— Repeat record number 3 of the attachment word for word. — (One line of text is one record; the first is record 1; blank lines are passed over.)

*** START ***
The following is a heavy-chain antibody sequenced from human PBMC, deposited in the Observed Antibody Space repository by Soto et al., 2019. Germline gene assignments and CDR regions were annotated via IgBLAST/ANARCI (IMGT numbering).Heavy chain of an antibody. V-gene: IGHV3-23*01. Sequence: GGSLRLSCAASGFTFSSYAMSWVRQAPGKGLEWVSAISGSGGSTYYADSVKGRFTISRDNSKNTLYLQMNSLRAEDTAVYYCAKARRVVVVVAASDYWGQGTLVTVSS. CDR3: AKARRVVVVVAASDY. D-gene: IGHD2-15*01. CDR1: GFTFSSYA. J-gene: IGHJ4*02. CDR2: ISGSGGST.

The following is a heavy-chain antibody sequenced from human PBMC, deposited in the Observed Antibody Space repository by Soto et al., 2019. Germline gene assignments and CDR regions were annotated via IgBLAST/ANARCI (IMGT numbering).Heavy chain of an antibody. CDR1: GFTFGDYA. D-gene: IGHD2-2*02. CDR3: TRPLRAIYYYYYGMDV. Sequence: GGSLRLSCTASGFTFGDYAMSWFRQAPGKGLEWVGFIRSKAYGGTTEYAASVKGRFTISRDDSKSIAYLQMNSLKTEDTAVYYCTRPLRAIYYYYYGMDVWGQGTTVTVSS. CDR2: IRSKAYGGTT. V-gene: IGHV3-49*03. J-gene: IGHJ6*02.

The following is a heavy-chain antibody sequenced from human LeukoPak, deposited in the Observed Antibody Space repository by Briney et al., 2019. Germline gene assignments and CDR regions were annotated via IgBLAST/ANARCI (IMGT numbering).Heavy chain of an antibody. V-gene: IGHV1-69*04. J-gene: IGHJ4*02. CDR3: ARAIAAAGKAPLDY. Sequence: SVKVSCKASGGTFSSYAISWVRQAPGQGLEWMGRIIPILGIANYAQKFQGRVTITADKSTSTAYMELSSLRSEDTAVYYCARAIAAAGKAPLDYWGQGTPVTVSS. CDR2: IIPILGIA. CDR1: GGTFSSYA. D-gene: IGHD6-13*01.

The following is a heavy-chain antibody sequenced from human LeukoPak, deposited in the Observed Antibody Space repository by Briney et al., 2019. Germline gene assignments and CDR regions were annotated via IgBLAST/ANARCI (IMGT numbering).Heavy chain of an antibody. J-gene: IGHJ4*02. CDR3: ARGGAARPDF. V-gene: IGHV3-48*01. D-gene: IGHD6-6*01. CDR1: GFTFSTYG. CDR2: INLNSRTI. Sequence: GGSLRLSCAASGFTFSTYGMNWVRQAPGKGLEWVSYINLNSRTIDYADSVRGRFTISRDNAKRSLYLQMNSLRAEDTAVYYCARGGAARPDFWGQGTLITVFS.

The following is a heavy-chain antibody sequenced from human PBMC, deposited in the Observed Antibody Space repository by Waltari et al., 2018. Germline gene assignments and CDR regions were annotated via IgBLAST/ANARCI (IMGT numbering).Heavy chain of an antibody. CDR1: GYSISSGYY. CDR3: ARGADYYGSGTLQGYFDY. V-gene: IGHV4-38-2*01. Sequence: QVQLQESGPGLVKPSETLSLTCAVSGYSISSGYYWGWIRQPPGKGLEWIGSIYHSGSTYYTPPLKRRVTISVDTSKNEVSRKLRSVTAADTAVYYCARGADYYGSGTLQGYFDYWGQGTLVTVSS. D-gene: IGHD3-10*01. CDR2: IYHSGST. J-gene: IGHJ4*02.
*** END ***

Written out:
The following is a heavy-chain antibody sequenced from human LeukoPak, deposited in the Observed Antibody Space repository by Briney et al., 2019. Germline gene assignments and CDR regions were annotated via IgBLAST/ANARCI (IMGT numbering).Heavy chain of an antibody. V-gene: IGHV1-69*04. J-gene: IGHJ4*02. CDR3: ARAIAAAGKAPLDY. Sequence: SVKVSCKASGGTFSSYAISWVRQAPGQGLEWMGRIIPILGIANYAQKFQGRVTITADKSTSTAYMELSSLRSEDTAVYYCARAIAAAGKAPLDYWGQGTPVTVSS. CDR2: IIPILGIA. CDR1: GGTFSSYA. D-gene: IGHD6-13*01.